2019 In Review

2019 Was Big for Academic Publishing. Here’s Our Year in Review is an article by Diana Kwon in TheScientist on December 27, 2019. Some of the OA-related issues that are reviewed include:

  1.  A brief mention of “concerns about the presence of predatory journals on PubMed”.
  2.  A brief mention of a trend toward “more scientists are opting to deposit their [supplementary] files into online repositories hosted by universities, research institutions, and companies“.
  3.  A section entitled: “UC breaks with Elsevier“. The University of California (UC) has tried to obtain, from Elsevier, “a contract that combines subscriptions to read paywalled journals and publishing in open-access formats into a single fee“. So far, this effort has been unsuccessful. Since July 2019, those at UC have been unable to access new articles published in Elsevier’s paywalled journals.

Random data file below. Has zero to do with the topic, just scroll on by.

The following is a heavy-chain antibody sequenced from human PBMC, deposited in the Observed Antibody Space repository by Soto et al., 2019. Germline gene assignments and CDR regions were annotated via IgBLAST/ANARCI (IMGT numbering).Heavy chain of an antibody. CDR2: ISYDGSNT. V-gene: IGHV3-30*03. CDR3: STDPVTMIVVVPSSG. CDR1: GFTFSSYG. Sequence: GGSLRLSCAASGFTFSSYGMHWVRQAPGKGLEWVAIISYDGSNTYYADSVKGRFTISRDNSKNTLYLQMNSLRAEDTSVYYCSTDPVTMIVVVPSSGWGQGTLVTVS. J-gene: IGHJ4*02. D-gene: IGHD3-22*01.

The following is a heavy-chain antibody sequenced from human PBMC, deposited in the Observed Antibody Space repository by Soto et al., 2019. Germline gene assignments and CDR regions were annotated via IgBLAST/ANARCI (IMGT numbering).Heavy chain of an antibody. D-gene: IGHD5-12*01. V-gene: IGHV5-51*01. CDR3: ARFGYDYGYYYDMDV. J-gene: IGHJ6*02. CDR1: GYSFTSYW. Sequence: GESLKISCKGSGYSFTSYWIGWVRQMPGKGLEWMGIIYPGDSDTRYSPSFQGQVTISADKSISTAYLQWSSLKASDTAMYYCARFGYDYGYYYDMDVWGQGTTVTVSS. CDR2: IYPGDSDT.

4. In the next section, entitled “Deals are Made, three deals are noted that do support publication of OA articles, as well as provide access to paywalled papers, all for a single annual fee. These deals are between Wiley and academic consortia in Germany, Norway and Hungary, Deals that involve OA elements are often called “transformative”, Publishers other than Wiley have made transformative deals, even including (more recently) Elsevier, which appears to have become more flexible.
  5. In a final section, entitled “Changes to Plan S”, the current status of Plan S is reviewed. One of the noteworthy changes is “a softened stance on hybrid journals—they will now be allowed for a limited time if they are a part of a transformative agreement“.

This review provides an excellent summary of noteworthy OA-related developments that happened in 2019.

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Plan S, a Work in Progress